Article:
U.S. Markets closed

Union Pacific (NYSE:UNP) Seems To Use Debt Quite Sensibly

Simply Wall St

Warren Buffett famously said, 'Volatility is far from synonymous with risk.' So it seems the smart money knows that debt - which is usually involved in bankruptcies - is a very important factor, when you assess how risky a company is. We note that Union Pacific Corporation (NYSE:UNP) does have debt on its balance sheet. But is this debt a concern to shareholders?

What Risk Does Debt Bring?

Debt and other liabilities become risky for a business when it cannot easily fulfill those obligations, either with free cash flow or by raising capital at an attractive price. In the worst case scenario, a company can go bankrupt if it cannot pay its creditors. However, a more usual (but still expensive) situation is where a company must dilute shareholders at a cheap share price simply to get debt under control. Having said that, the most common situation is where a company manages its debt reasonably well - and to its own advantage. The first thing to do when considering how much debt a business uses is to look at its cash and debt together.

View our latest analysis for Union Pacific

What Is Union Pacific's Debt?

You can click the graphic below for the historical numbers, but it shows that as of September 2019 Union Pacific had US$25.1b of debt, an increase on US$22.4b, over one year. However, because it has a cash reserve of US$1.31b, its net debt is less, at about US$23.8b.

NYSE:UNP Historical Debt, November 14th 2019

How Strong Is Union Pacific's Balance Sheet?

Zooming in on the latest balance sheet data, we can see that Union Pacific had liabilities of US$4.59b due within 12 months and liabilities of US$39.4b due beyond that. Offsetting these obligations, it had cash of US$1.31b as well as receivables valued at US$1.65b due within 12 months. So its liabilities outweigh the sum of its cash and (near-term) receivables by US$41.0b.

While this might seem like a lot, it is not so bad since Union Pacific has a huge market capitalization of US$121.9b, and so it could probably strengthen its balance sheet by raising capital if it needed to. But it's clear that we should definitely closely examine whether it can manage its debt without dilution.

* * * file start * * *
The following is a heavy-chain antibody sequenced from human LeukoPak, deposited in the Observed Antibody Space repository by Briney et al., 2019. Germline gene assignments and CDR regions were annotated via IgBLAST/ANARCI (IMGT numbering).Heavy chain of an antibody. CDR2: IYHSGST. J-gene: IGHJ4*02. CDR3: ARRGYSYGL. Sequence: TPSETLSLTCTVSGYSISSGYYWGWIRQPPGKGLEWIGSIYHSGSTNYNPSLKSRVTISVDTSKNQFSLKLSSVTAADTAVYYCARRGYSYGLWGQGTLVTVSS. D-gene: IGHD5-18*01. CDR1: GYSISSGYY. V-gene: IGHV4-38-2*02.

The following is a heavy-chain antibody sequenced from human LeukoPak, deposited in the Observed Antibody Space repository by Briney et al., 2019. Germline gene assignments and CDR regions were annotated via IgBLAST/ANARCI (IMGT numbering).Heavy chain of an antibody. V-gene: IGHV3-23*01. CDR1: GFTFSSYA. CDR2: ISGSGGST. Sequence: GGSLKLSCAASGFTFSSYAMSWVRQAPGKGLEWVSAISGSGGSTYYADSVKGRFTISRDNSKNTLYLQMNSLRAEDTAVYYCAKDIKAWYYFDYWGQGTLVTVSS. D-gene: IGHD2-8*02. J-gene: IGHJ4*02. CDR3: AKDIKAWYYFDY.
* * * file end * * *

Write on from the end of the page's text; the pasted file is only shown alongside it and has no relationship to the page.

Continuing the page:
In order to size up a company's debt relative to its earnings, we calculate its net debt divided by its earnings before interest, tax, depreciation, and amortization (EBITDA) and its earnings before interest and tax (EBIT) divided by its interest expense (its interest cover). Thus we consider debt relative to earnings both with and without depreciation and amortization expenses.

With a debt to EBITDA ratio of 2.2, Union Pacific uses debt artfully but responsibly. And the fact that its trailing twelve months of EBIT was 8.9 times its interest expenses harmonizes with that theme. Notably Union Pacific's EBIT was pretty flat over the last year. We would prefer to see some earnings growth, because that always helps diminish debt. There's no doubt that we learn most about debt from the balance sheet. But it is future earnings, more than anything, that will determine Union Pacific's ability to maintain a healthy balance sheet going forward. So if you want to see what the professionals think, you might find this free report on analyst profit forecasts to be interesting.

Finally, a company can only pay off debt with cold hard cash, not accounting profits. So the logical step is to look at the proportion of that EBIT that is matched by actual free cash flow. Over the most recent three years, Union Pacific recorded free cash flow worth 56% of its EBIT, which is around normal, given free cash flow excludes interest and tax. This cold hard cash means it can reduce its debt when it wants to.

Our View

Union Pacific's interest cover was a real positive on this analysis, as was its conversion of EBIT to free cash flow. On the other hand, its net debt to EBITDA makes us a little less comfortable about its debt. Considering this range of data points, we think Union Pacific is in a good position to manage its debt levels. Having said that, the load is sufficiently heavy that we would recommend any shareholders keep a close eye on it. Above most other metrics, we think its important to track how fast earnings per share is growing, if at all. If you've also come to that realization, you're in luck, because today you can view this interactive graph of Union Pacific's earnings per share history for free.

Of course, if you're the type of investor who prefers buying stocks without the burden of debt, then don't hesitate to discover our exclusive list of net cash growth stocks, today.

We aim to bring you long-term focused research analysis driven by fundamental data. Note that our analysis may not factor in the latest price-sensitive company announcements or qualitative material.

If you spot an error that warrants correction, please contact the editor at editorial-team@simplywallst.com. This article by Simply Wall St is general in nature. It does not constitute a recommendation to buy or sell any stock, and does not take account of your objectives, or your financial situation. Simply Wall St has no position in the stocks mentioned. Thank you for reading.